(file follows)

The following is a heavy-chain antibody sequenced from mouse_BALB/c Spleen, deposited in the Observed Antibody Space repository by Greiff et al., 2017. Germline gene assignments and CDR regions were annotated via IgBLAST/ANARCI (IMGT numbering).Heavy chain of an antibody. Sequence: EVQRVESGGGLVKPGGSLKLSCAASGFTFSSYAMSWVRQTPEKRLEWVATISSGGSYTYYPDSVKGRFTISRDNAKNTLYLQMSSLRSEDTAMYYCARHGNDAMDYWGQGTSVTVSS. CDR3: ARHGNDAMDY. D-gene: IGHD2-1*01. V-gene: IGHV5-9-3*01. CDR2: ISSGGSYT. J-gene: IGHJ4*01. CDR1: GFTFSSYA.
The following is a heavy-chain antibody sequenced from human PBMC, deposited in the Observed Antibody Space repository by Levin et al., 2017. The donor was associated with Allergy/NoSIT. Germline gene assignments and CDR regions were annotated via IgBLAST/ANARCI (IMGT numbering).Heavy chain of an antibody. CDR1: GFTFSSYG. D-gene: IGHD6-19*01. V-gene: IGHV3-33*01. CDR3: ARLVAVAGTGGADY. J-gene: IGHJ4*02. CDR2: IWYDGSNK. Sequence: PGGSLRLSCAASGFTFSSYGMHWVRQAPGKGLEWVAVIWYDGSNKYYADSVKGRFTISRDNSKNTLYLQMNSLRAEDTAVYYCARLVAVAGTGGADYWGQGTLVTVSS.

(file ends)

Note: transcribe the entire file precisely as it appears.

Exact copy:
The following is a heavy-chain antibody sequenced from mouse_BALB/c Spleen, deposited in the Observed Antibody Space repository by Greiff et al., 2017. Germline gene assignments and CDR regions were annotated via IgBLAST/ANARCI (IMGT numbering).Heavy chain of an antibody. Sequence: EVQRVESGGGLVKPGGSLKLSCAASGFTFSSYAMSWVRQTPEKRLEWVATISSGGSYTYYPDSVKGRFTISRDNAKNTLYLQMSSLRSEDTAMYYCARHGNDAMDYWGQGTSVTVSS. CDR3: ARHGNDAMDY. D-gene: IGHD2-1*01. V-gene: IGHV5-9-3*01. CDR2: ISSGGSYT. J-gene: IGHJ4*01. CDR1: GFTFSSYA.
The following is a heavy-chain antibody sequenced from human PBMC, deposited in the Observed Antibody Space repository by Levin et al., 2017. The donor was associated with Allergy/NoSIT. Germline gene assignments and CDR regions were annotated via IgBLAST/ANARCI (IMGT numbering).Heavy chain of an antibody. CDR1: GFTFSSYG. D-gene: IGHD6-19*01. V-gene: IGHV3-33*01. CDR3: ARLVAVAGTGGADY. J-gene: IGHJ4*02. CDR2: IWYDGSNK. Sequence: PGGSLRLSCAASGFTFSSYGMHWVRQAPGKGLEWVAVIWYDGSNKYYADSVKGRFTISRDNSKNTLYLQMNSLRAEDTAVYYCARLVAVAGTGGADYWGQGTLVTVSS.